Bier ablaze in tears, again

Danish director Susanne Bier brings her Dogma-influenced style to Hollywood.

Kara Nesvig

You know what it’s like when your hands are full of books, cups of coffee, an iPod and an umbrella and you just can’t fathom how in the world you’re going to open the door to Starbucks without causing an embarrassing avalanche? And then someone comes along, notices your conundrum, and bolts to your side to help with that blasted door. Think about how you feel in that tiny moment, how appreciative you are that someone took some time to give you a hand. You’re sure they’ve saved your life. Often it seems we’re so busy being wrapped up in ourselves that we forget about the kindnesses other people have to offer.

“Things We Lost in the Fire”

DIRECTED BY: Susanne Bier
STARRING: Halle Berry, Benicio del Toro
RATED: R
PLAYING AT: Area Theaters

Danish director Susanne Bier’s new film “Things We Lost in the Fire” makes the compassion of others its whole world.

Audrey Burke (Halle Berry) has a picture-perfect life: wonderful, doting husband; two beautiful, spunky children and a gorgeous home in a safe, picturesque Seattle suburb. She shops at Whole Foods, will never have to worry about money, and is the picture of a loving wife and mother. But because this is a movie and because real life is obviously never that ideal, we know that something’s bound to destroy this happiness, and it does. That doting husband Brian (David Duchovny) is killed in a horrific accident and his family is utterly devastated. Audrey is an absolute wreck and in her hysteria, she’s decided to blame the accident on Steven’s childhood friend, Jerry (Benicio del Toro).

Down-and-out Jerry is a recovering heroin addict. He’s been knocking around the streets for years, living in squalor and chasing his next fix – we first meet Jerry in the dinginess of the slums, with a woman nodded out on his stained and dirty mattress. However, Brian was always there to help him out, no matter what the circumstance. Strong-willed Audrey never understood her husband’s devotion to the mess of a man; she tells him, “It should have been you. You should have died, Jerry.” However, she can’t stop thinking about her husband’s disaster-zone pal and finds herself extending him an invitation, offering up their unfinished garage as a home until he gets himself back on his feet.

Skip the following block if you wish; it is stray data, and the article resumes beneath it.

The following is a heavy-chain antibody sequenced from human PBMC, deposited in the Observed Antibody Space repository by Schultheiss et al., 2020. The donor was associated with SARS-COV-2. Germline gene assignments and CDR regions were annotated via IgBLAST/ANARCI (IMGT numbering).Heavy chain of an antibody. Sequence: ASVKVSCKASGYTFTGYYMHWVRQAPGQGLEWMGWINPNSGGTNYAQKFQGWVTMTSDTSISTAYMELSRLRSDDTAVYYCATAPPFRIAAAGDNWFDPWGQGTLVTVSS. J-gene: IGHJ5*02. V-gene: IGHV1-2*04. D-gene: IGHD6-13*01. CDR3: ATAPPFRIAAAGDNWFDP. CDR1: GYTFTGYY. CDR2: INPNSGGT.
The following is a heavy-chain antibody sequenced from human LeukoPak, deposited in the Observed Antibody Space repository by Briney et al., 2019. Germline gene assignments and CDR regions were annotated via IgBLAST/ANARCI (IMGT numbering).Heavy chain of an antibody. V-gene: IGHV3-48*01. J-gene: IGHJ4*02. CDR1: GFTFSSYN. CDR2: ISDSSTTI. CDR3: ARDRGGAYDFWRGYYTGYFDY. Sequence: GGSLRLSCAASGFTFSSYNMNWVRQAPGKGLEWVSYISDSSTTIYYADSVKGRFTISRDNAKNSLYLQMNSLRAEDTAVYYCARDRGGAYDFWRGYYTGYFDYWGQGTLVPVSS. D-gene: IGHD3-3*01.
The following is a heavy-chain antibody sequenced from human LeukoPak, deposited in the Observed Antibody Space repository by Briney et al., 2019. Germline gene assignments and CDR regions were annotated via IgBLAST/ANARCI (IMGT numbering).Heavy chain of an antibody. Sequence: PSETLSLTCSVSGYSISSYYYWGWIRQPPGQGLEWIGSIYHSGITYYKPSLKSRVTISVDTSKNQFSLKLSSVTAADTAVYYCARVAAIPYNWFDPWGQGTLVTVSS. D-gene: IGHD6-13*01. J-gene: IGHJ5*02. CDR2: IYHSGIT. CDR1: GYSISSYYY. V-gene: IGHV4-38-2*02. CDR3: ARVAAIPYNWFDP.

These two wounded souls begin to use one another as emotional touchstones; they’ve both lost someone they cared about deeply and their shared sorrow gives them a common ground. Their proverbial ship has capsized and they float aimlessly about in oceans of grief; Audrey and Jerry gravitate toward one another, flotation devices of a sort. Gradually, both the Burke family and Jerry, who becomes a sort of surrogate father for the two lost children, begin to heal. The children come to love and depend upon Jerry and Audrey finds herself doing the same, almost against her will.

Ah, but wait, things are still not quite so wonderful. It can’t possibly end up this way. Jerry’s road to recovery still has a few twists and turns ahead and it throws the semblance of a family into a tailspin. Once again, Audrey is left to pick up the pieces – can she manage to triumph again amid all this disorder? “Does it ever get better?” she asks, her sadness apparent and always skimming the surface.

“Things We Lost in the Fire” tends toward the melodramatic, but the actors are top-rate and the cinematography is beautiful. That much is to be expected of Bier, whose film, “After the Wedding,” approached something of a Dogme Douglas Sirk – as much covered in cake and champagne as it was in a mess of weepy close-ups.

Berry’s Audrey is luminous: She’s vulnerable but prickly. When she finally releases her pent-up rage and true heartache in a rather ugly display of emotion, the audience is both heartbroken and relieved. Del Toro’s Jerry looks like an old battle-worn soldier; the lines of his life are clearly written on the angles of his face. We feel for them without pitying them; both are too strong for that. The camera jumps around, jerky like a junkie’s veins; this creates an atmosphere of urgency, a high intensity that lends the film an interest it might otherwise not have had.

“Things We Lost in the Fire” never tries to be a fairy tale – it’s a sickeningly perfect example of Hollywood’s glossed-over version of gritty reality – but it still lapses into dramatic predictability. We’re given our happy ending, skewed as it might be, and we’re assured that everything will work out. It’s cliché, but it satisfies.

“Accept the good” is the movie’s final message, and in those three words both the audience and the characters are reminded that we need other people, and that no matter how dark and ugly the world might seem, there’s love and beauty, and someone, somewhere, cares.